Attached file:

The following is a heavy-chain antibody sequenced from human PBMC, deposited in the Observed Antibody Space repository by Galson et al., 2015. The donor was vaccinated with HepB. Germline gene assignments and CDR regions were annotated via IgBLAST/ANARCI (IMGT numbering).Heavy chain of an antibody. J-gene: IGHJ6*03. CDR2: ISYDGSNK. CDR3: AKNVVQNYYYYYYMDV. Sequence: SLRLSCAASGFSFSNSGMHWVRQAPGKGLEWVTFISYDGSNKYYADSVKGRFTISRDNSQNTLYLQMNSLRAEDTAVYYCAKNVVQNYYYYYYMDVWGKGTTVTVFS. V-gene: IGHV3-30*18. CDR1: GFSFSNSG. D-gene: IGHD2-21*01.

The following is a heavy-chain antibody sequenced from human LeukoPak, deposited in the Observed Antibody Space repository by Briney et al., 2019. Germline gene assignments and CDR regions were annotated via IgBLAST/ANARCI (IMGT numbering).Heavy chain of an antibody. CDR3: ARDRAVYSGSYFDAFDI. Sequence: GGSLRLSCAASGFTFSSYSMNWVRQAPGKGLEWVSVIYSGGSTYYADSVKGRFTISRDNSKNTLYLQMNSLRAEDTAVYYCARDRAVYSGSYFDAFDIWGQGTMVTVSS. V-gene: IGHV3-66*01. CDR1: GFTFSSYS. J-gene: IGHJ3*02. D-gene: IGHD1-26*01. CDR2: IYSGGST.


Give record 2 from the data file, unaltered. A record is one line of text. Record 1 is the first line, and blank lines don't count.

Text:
The following is a heavy-chain antibody sequenced from human LeukoPak, deposited in the Observed Antibody Space repository by Briney et al., 2019. Germline gene assignments and CDR regions were annotated via IgBLAST/ANARCI (IMGT numbering).Heavy chain of an antibody. CDR3: ARDRAVYSGSYFDAFDI. Sequence: GGSLRLSCAASGFTFSSYSMNWVRQAPGKGLEWVSVIYSGGSTYYADSVKGRFTISRDNSKNTLYLQMNSLRAEDTAVYYCARDRAVYSGSYFDAFDIWGQGTMVTVSS. V-gene: IGHV3-66*01. CDR1: GFTFSSYS. J-gene: IGHJ3*02. D-gene: IGHD1-26*01. CDR2: IYSGGST.